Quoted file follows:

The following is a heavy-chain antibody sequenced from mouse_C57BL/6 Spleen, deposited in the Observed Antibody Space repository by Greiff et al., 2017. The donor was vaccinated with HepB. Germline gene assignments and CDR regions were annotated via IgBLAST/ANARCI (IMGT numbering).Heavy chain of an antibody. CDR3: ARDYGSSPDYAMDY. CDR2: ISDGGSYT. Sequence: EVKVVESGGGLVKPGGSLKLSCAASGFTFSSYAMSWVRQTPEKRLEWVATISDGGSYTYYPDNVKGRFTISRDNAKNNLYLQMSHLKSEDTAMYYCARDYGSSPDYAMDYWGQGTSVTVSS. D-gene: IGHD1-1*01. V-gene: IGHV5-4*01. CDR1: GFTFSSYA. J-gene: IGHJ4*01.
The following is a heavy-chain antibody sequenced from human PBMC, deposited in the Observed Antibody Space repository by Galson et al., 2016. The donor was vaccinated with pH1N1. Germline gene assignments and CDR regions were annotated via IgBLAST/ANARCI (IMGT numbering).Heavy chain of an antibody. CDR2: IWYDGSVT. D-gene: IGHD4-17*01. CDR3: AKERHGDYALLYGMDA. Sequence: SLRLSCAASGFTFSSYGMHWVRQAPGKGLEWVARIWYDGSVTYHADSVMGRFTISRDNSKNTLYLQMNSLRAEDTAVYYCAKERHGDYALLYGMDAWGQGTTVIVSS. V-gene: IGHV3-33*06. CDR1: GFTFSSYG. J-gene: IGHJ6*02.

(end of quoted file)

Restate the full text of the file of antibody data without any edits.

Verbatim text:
The following is a heavy-chain antibody sequenced from mouse_C57BL/6 Spleen, deposited in the Observed Antibody Space repository by Greiff et al., 2017. The donor was vaccinated with HepB. Germline gene assignments and CDR regions were annotated via IgBLAST/ANARCI (IMGT numbering).Heavy chain of an antibody. CDR3: ARDYGSSPDYAMDY. CDR2: ISDGGSYT. Sequence: EVKVVESGGGLVKPGGSLKLSCAASGFTFSSYAMSWVRQTPEKRLEWVATISDGGSYTYYPDNVKGRFTISRDNAKNNLYLQMSHLKSEDTAMYYCARDYGSSPDYAMDYWGQGTSVTVSS. D-gene: IGHD1-1*01. V-gene: IGHV5-4*01. CDR1: GFTFSSYA. J-gene: IGHJ4*01.
The following is a heavy-chain antibody sequenced from human PBMC, deposited in the Observed Antibody Space repository by Galson et al., 2016. The donor was vaccinated with pH1N1. Germline gene assignments and CDR regions were annotated via IgBLAST/ANARCI (IMGT numbering).Heavy chain of an antibody. CDR2: IWYDGSVT. D-gene: IGHD4-17*01. CDR3: AKERHGDYALLYGMDA. Sequence: SLRLSCAASGFTFSSYGMHWVRQAPGKGLEWVARIWYDGSVTYHADSVMGRFTISRDNSKNTLYLQMNSLRAEDTAVYYCAKERHGDYALLYGMDAWGQGTTVIVSS. V-gene: IGHV3-33*06. CDR1: GFTFSSYG. J-gene: IGHJ6*02.